Actor and reality star, Corey Haim, found dead

Actor and reality star, Corey Haim, 38, has died. The actor, who is known for his role in the film The Lost Boys, and for his 2 year stint with friend and frequent co-star Corey Feldman, on the A&E reality show, “The Two Coreys,” collapsed at his mother’s apartment in southern California. He was transported by ambulance to Providence St. Joseph’s Medical Center in Burbank, where he was pronounced dead. Haim has a long history of  addiction to cocaine and prescription pain medications, and it is reported that local officials called his death an “apparent overdose, possibly accidental.”  An autopsy, with toxicology, will be performed, as it is in all unexplained deaths. Additional information from Haim’s family said that he had had flu-like symptoms for a few days, and was taking over-the-counter medications for this.

A drug overdose is simply the accidental or intentional use of a drug or medicine in an amount that is higher than is normally used.

Drug overdose symptoms vary widely depending on the specific drug(s) used, but may include:

  • Abnormal pupil size
  • Agitation
  • Convulsions
  • Death
  • Delusional or paranoid behavior
  • Difficulty breathing
  • Drowsiness
  • Hallucinations
  • Nausea and vomiting
  • Nonreactive pupils (pupils that do not change size when exposed to light)
  • Staggering or unsteady gait (ataxia)
  • Sweating or extremely dry, hot skin
  • Tremors
  • Unconsciousness (coma)
  • Violent or aggressive behavior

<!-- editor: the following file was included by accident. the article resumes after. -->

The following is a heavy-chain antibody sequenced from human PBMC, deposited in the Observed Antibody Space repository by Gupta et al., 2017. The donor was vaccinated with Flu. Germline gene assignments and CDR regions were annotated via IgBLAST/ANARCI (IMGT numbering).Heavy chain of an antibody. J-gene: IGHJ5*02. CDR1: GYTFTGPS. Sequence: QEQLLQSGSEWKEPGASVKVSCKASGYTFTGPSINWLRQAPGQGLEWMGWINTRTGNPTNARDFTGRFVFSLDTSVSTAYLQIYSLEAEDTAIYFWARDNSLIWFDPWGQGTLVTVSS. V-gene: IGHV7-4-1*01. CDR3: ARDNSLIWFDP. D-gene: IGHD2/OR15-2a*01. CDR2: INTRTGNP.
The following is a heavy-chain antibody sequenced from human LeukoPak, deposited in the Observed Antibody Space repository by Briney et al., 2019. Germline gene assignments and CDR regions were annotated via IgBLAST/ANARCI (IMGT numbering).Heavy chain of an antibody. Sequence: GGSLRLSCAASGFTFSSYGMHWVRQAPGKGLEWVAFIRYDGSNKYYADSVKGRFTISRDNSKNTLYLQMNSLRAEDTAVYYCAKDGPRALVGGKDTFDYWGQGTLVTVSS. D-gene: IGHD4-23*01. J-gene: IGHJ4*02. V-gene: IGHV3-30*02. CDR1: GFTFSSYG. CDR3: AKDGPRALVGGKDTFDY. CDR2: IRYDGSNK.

Causes of Death from Overdoses:

Drug Type


Symptoms of overuse

Causes of Death

Anticholinergics- drugs that block the neurotransmitter acetocholine atropine, belladonna, antihistamines, and antipsychotic agents Skin and moist tissues (like in the mouth and nose) become dry and flushed

Dilated pupils

Inability to urinate Mental disturbances


Abnormal heart rhythms

Extremely high blood pressure


Antidepressant drugs amitriptyline, desipramine, and nortriptyline Irregular heart rate

Vomiting (can lead to aspiration of stomach contents into the lungs)

Low blood pressure



Same as anticholinergics

Aspiration of vomitus into lungs

Cocaine and Crack cocaine Cocaine, crack cocaine Seizures

Increase blood pressure


Other changes in behavior


High blood pressure

Increased heart rate

Heart attack


Depressant drugs Tranquilizers

Anti-anxiety drugs

Sleeping pills


Slowed or slurred speech

Difficulty walking or standing

Blurred vision

Impaired ability to think Disorientation

Mood changes

Slowed breathing

Very low blood pressure




Narcotics or Opiates Heroin, Morphine, Codeine Sedation (sleepiness)

Pinpoint pupils

Low blood pressure

Slowed heart rate

Slowed breathing- can stop breathing completely

Unfortunately, many people are addicted to a combination of drugs (polypharmacy), which can exaggerate symptoms, and make fatal complications more likely. Symptoms can also counterbalance each other, making the diagnosis and treatment more difficult.

Mark Boguski, M.D., Ph.D. is on the faculty of Harvard Medical School and is a member of the Society for Participatory Medicine, "a movement in which networked patients shift from being mere passengers to responsible drivers of their health" and in which professional health care providers encourage "empowered patients" and value them as full partners in managing their health and wellness.

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